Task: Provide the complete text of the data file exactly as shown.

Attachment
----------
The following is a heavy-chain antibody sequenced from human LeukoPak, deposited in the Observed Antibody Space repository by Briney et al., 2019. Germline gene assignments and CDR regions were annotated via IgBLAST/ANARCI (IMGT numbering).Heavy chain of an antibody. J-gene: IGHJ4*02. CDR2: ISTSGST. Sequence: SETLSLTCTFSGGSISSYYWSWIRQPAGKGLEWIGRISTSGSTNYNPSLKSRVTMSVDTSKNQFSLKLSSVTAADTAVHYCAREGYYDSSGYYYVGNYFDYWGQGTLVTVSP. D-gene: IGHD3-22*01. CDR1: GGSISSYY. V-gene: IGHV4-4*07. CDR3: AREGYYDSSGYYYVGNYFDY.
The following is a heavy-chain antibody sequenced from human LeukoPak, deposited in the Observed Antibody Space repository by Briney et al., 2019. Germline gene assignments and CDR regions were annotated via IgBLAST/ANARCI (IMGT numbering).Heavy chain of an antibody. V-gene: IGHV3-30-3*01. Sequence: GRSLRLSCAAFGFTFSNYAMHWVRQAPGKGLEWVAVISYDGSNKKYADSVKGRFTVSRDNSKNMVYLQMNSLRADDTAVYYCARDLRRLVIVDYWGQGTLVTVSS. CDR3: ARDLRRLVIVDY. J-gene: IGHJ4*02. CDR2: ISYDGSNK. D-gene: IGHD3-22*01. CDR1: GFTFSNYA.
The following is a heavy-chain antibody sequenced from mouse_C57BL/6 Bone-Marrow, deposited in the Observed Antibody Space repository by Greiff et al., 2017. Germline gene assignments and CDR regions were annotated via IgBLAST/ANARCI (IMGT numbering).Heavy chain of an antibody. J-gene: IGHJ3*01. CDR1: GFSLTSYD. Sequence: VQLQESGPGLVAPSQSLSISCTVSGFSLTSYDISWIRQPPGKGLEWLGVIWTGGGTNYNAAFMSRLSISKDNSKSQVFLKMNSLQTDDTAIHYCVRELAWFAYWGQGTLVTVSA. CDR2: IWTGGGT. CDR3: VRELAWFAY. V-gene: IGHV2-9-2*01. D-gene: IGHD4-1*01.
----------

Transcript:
The following is a heavy-chain antibody sequenced from human LeukoPak, deposited in the Observed Antibody Space repository by Briney et al., 2019. Germline gene assignments and CDR regions were annotated via IgBLAST/ANARCI (IMGT numbering).Heavy chain of an antibody. J-gene: IGHJ4*02. CDR2: ISTSGST. Sequence: SETLSLTCTFSGGSISSYYWSWIRQPAGKGLEWIGRISTSGSTNYNPSLKSRVTMSVDTSKNQFSLKLSSVTAADTAVHYCAREGYYDSSGYYYVGNYFDYWGQGTLVTVSP. D-gene: IGHD3-22*01. CDR1: GGSISSYY. V-gene: IGHV4-4*07. CDR3: AREGYYDSSGYYYVGNYFDY.
The following is a heavy-chain antibody sequenced from human LeukoPak, deposited in the Observed Antibody Space repository by Briney et al., 2019. Germline gene assignments and CDR regions were annotated via IgBLAST/ANARCI (IMGT numbering).Heavy chain of an antibody. V-gene: IGHV3-30-3*01. Sequence: GRSLRLSCAAFGFTFSNYAMHWVRQAPGKGLEWVAVISYDGSNKKYADSVKGRFTVSRDNSKNMVYLQMNSLRADDTAVYYCARDLRRLVIVDYWGQGTLVTVSS. CDR3: ARDLRRLVIVDY. J-gene: IGHJ4*02. CDR2: ISYDGSNK. D-gene: IGHD3-22*01. CDR1: GFTFSNYA.
The following is a heavy-chain antibody sequenced from mouse_C57BL/6 Bone-Marrow, deposited in the Observed Antibody Space repository by Greiff et al., 2017. Germline gene assignments and CDR regions were annotated via IgBLAST/ANARCI (IMGT numbering).Heavy chain of an antibody. J-gene: IGHJ3*01. CDR1: GFSLTSYD. Sequence: VQLQESGPGLVAPSQSLSISCTVSGFSLTSYDISWIRQPPGKGLEWLGVIWTGGGTNYNAAFMSRLSISKDNSKSQVFLKMNSLQTDDTAIHYCVRELAWFAYWGQGTLVTVSA. CDR2: IWTGGGT. CDR3: VRELAWFAY. V-gene: IGHV2-9-2*01. D-gene: IGHD4-1*01.